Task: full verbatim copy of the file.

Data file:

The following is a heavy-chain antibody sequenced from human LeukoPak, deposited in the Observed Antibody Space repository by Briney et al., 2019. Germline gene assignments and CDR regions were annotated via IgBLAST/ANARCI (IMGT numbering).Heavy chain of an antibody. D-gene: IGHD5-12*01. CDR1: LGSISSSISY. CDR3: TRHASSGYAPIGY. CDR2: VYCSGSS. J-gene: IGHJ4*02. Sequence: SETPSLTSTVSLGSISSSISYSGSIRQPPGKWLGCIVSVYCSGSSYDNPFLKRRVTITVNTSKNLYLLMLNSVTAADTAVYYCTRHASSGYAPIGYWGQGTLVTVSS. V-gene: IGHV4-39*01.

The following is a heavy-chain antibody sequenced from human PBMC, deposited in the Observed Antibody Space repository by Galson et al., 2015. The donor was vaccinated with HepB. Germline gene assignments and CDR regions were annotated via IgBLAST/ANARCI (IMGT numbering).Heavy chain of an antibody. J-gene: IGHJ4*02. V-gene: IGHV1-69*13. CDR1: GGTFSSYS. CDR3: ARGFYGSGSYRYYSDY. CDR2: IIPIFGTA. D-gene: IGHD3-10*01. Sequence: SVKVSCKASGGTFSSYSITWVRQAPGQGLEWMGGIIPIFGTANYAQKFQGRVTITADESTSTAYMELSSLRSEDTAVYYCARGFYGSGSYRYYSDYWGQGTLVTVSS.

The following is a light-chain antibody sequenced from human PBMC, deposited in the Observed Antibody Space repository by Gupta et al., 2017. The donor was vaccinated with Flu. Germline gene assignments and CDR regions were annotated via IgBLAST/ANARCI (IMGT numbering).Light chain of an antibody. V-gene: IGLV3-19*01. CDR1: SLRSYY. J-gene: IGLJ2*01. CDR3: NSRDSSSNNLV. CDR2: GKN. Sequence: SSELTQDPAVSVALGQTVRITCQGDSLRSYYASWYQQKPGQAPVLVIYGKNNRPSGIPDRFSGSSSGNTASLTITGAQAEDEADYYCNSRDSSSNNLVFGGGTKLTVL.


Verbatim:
The following is a heavy-chain antibody sequenced from human LeukoPak, deposited in the Observed Antibody Space repository by Briney et al., 2019. Germline gene assignments and CDR regions were annotated via IgBLAST/ANARCI (IMGT numbering).Heavy chain of an antibody. D-gene: IGHD5-12*01. CDR1: LGSISSSISY. CDR3: TRHASSGYAPIGY. CDR2: VYCSGSS. J-gene: IGHJ4*02. Sequence: SETPSLTSTVSLGSISSSISYSGSIRQPPGKWLGCIVSVYCSGSSYDNPFLKRRVTITVNTSKNLYLLMLNSVTAADTAVYYCTRHASSGYAPIGYWGQGTLVTVSS. V-gene: IGHV4-39*01.

The following is a heavy-chain antibody sequenced from human PBMC, deposited in the Observed Antibody Space repository by Galson et al., 2015. The donor was vaccinated with HepB. Germline gene assignments and CDR regions were annotated via IgBLAST/ANARCI (IMGT numbering).Heavy chain of an antibody. J-gene: IGHJ4*02. V-gene: IGHV1-69*13. CDR1: GGTFSSYS. CDR3: ARGFYGSGSYRYYSDY. CDR2: IIPIFGTA. D-gene: IGHD3-10*01. Sequence: SVKVSCKASGGTFSSYSITWVRQAPGQGLEWMGGIIPIFGTANYAQKFQGRVTITADESTSTAYMELSSLRSEDTAVYYCARGFYGSGSYRYYSDYWGQGTLVTVSS.

The following is a light-chain antibody sequenced from human PBMC, deposited in the Observed Antibody Space repository by Gupta et al., 2017. The donor was vaccinated with Flu. Germline gene assignments and CDR regions were annotated via IgBLAST/ANARCI (IMGT numbering).Light chain of an antibody. V-gene: IGLV3-19*01. CDR1: SLRSYY. J-gene: IGLJ2*01. CDR3: NSRDSSSNNLV. CDR2: GKN. Sequence: SSELTQDPAVSVALGQTVRITCQGDSLRSYYASWYQQKPGQAPVLVIYGKNNRPSGIPDRFSGSSSGNTASLTITGAQAEDEADYYCNSRDSSSNNLVFGGGTKLTVL.